• Process speed
  • Frequency of bug detection
  • Percentage of bug resolution

These reviews generate new ideas to optimize and improve, all aiming for high quality. This benefits both developers and testers.

Document everything

Bug reports should contain clear steps to reproduce the bugs, highlight the actual versus expected results, and include test environment details on top of ensuring clarity on test data and dependencies.

Monitor and chronicle every bug. Take note of its nature, the features it disrupts, the user action that triggers it, and so forth. It isn’t uncommon for the same bug to appear in different projects or levels in the same project. By documenting bugs, developers can check if they have occurred before and follow previously established steps to resolution.

The easiest way to track bugs is to use a test case management tool that integrates with a tracking system like Jira.

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Image: Integrate TestRail with Jira to increase visibility between QA and Development and ensure that everything that should be tested gets tested every time.

Try crowd testing

Crowd testing involves distributing tests to a global community of testers, a notably innovative and effective method that leverages diverse perspectives to evaluate test scripts.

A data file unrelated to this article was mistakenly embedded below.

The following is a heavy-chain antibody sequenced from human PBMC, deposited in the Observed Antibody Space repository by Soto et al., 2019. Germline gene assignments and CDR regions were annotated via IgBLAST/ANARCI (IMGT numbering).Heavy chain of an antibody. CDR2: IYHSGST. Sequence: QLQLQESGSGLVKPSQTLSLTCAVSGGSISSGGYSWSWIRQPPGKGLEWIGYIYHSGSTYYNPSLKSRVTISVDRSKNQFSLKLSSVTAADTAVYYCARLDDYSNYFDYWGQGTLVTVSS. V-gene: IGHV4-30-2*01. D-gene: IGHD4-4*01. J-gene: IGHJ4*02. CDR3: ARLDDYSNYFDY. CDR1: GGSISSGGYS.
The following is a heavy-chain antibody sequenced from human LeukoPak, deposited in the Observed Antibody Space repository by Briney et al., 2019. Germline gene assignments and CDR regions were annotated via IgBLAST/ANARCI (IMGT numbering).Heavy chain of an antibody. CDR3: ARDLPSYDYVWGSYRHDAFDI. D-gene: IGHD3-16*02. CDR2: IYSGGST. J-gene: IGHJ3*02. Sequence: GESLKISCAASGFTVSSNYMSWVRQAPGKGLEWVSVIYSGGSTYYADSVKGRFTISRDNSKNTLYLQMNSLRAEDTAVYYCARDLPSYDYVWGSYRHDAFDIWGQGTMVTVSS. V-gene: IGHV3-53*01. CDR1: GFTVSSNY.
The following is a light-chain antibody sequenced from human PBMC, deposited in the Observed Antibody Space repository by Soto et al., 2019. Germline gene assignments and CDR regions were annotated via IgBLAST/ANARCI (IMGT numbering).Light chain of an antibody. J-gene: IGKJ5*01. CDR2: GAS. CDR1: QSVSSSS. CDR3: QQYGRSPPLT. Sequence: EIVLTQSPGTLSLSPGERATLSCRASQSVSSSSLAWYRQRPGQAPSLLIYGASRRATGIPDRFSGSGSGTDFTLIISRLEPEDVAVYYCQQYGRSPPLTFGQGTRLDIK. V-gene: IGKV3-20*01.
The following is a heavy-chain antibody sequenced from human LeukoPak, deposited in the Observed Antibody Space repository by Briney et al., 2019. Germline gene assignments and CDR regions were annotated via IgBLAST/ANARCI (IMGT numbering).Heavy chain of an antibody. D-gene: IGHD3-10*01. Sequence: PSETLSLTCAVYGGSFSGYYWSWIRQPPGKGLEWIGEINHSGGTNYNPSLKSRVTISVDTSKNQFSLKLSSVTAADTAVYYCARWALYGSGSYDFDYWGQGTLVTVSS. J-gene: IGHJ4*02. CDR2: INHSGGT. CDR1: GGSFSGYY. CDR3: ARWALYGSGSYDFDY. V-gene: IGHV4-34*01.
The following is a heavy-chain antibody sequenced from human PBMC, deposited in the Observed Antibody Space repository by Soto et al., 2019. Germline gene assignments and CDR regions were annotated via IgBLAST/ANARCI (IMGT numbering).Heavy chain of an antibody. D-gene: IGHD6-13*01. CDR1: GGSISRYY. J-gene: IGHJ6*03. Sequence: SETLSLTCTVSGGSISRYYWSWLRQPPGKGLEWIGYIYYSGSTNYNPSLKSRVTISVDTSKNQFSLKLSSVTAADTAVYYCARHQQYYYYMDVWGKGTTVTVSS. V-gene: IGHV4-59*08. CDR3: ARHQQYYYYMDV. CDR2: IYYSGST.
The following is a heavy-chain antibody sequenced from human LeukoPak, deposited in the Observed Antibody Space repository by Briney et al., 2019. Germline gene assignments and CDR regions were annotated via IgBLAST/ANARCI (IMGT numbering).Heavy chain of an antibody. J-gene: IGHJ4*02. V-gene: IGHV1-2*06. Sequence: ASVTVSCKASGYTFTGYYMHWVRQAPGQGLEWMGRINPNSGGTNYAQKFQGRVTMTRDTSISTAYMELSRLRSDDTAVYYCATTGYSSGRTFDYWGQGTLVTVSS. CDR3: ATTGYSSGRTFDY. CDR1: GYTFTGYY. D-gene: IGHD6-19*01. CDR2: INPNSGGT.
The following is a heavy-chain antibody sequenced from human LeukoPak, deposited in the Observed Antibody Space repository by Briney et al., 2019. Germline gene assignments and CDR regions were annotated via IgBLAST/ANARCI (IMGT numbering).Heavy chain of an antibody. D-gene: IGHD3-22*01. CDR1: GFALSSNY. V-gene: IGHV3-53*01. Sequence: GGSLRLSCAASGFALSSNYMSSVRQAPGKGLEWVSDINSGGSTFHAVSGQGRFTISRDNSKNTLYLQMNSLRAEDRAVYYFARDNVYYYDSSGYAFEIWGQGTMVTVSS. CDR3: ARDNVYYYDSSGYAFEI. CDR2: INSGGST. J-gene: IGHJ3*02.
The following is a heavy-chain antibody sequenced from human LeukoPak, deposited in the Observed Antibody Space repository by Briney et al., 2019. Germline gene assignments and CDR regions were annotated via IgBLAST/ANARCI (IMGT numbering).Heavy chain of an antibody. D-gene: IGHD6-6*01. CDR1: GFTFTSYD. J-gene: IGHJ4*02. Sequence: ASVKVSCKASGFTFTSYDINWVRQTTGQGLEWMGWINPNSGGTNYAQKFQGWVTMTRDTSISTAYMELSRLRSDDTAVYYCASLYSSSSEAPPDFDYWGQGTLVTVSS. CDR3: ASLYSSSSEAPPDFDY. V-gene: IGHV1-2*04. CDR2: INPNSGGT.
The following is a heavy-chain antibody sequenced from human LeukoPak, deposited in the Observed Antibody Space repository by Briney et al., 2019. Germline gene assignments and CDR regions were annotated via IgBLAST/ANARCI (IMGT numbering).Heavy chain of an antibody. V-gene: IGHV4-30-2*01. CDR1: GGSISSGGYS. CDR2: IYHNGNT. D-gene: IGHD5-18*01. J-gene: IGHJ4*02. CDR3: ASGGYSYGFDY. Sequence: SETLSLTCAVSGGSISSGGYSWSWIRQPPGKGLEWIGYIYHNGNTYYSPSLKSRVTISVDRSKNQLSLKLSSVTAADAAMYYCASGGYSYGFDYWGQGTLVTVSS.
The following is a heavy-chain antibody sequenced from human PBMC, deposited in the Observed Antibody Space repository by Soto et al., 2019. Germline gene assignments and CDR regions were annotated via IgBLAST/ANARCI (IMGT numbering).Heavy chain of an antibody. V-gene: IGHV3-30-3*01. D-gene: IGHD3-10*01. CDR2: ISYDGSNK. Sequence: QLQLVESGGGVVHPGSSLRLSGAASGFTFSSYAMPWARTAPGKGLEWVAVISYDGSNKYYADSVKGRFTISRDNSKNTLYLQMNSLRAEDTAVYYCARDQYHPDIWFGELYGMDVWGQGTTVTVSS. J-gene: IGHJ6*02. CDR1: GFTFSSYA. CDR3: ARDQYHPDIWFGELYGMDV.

Crowd testing proves effective due to several reasons:

  • Global reach: Testers worldwide run code on various devices, making it a global exercise
  • Diverse perspectives: It gathers opinions from people across different geographies and cultures, which is ideal for UX testing
  • Cost-efficiency: It offers a cost-effective solution for managing non-automatable tests
  • Enhanced scalability: It scales up your testing process rapidly by tapping into a large pool of testers
  • Access to diverse environments: Provides access to different browsers, devices, and operating systems globally

Maintain a cohesive, cooperative team

Agile development and testing rely on seamless collaboration among teams. Functional relationships between testers and developers are vital. Biases and grudges not only disrupt work dynamics but also lower product quality.

Successful projects involve multiple testers, developers, and managers in design, construction, testing, and management. Therefore, alignment on goals, techniques, and the definition of success is crucial for everyone involved.

A great way to ensure this is to use retrospectives. Put together weekly or monthly retrospectives where folks can review recent work, discuss learnings and opportunities, and voice their concerns. By addressing issues as soon as they occur, managers can prevent them from affecting software quality.